What keeps ed-tech leaders up at night? Making sure their schools are prepared to roll out high-stakes testing to students online by the 2014-15 school year is a chief concern, said panelists during a March 11 session at the Consortium for School Networking’s 2013 national conference in San Diego.
Two multi-state consortia, the Partnership for the Assessment of College and Career Readiness (PARCC) and the Smarter Balanced Assessment Consortium, are developing next-generation assessments aligned with the Common Core State Standards, and students in more than 40 states will take the tests online beginning in 2014.
But having so many students taking online exams at the same time will cause a huge strain on school networks, ed-tech leaders fear.
Alabama is unique in that it supports the Common Core standards but does not belong to either PARCC or the Smarter Balanced Assessment Consortium, said Donna Williamson, technology director for the Mountain Brook City Board of Education. Instead, the state is developing its own high-stakes test to be given online.
What Williamson fears most are the “unknown and unintended consequences” of moving forward with online testing at such a huge scale, she told conference attendees. She added: “We’ve never tried to test this many students online at once before.”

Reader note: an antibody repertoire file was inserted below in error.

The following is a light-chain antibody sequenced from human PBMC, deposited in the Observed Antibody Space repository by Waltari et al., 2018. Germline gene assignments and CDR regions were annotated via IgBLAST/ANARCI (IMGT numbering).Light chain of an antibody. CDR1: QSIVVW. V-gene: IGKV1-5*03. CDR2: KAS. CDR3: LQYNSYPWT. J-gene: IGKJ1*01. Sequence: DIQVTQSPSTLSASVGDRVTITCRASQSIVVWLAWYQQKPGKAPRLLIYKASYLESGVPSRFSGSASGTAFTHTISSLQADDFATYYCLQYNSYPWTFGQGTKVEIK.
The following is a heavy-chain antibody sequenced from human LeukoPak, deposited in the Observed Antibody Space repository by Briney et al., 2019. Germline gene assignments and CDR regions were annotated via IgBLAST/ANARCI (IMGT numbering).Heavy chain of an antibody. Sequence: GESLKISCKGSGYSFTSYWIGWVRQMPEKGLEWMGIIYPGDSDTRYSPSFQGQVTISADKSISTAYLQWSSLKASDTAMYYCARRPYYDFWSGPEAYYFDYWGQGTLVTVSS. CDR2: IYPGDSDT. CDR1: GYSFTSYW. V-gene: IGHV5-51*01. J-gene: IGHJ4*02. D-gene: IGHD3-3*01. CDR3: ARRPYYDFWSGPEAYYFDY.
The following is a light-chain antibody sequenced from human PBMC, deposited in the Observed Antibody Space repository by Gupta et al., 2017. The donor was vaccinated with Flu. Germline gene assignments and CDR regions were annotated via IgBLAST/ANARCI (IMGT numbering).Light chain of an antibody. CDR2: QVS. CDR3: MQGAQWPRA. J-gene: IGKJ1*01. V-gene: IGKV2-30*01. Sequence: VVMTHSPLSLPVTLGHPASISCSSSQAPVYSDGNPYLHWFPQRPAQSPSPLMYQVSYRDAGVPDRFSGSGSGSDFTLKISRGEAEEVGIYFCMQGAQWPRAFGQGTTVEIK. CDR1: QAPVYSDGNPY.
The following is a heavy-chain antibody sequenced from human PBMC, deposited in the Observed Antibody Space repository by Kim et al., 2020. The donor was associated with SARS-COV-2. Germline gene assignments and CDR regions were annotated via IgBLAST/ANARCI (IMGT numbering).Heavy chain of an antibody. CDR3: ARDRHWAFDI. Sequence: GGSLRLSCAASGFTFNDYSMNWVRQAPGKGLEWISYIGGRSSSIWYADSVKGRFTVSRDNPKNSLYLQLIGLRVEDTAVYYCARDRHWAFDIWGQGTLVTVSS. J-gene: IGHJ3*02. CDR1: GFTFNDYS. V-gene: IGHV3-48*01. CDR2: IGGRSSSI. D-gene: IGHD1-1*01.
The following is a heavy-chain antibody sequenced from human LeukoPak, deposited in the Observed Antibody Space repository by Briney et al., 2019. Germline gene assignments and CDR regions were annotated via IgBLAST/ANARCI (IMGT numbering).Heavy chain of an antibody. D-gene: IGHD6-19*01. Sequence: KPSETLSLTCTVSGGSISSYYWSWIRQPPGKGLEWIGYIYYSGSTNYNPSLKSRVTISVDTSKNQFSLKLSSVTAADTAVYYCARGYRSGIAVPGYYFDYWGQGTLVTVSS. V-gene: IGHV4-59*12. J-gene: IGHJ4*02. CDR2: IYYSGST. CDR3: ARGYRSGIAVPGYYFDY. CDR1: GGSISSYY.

Her district has a 10-gigabit network backbone, but she’s still concerned. Once the students’ test responses leave the district, “there are so many things I can’t control,” she noted.
Jason Mooneyham, executive director of education programs for computer manufacturer Lenovo, said the good news is that “the race to high-stakes online testing has led to more investment in school networks.” But this shift is happening so quickly that it’s causing a huge challenge for ed-tech leaders, he added.
School district CTOs should carefully “test the testing. Test the bandwidth,” Mooneyham advised.
Bandwidth and other infrastructure challenges aren’t the only concerns that ed-tech leaders have about online testing.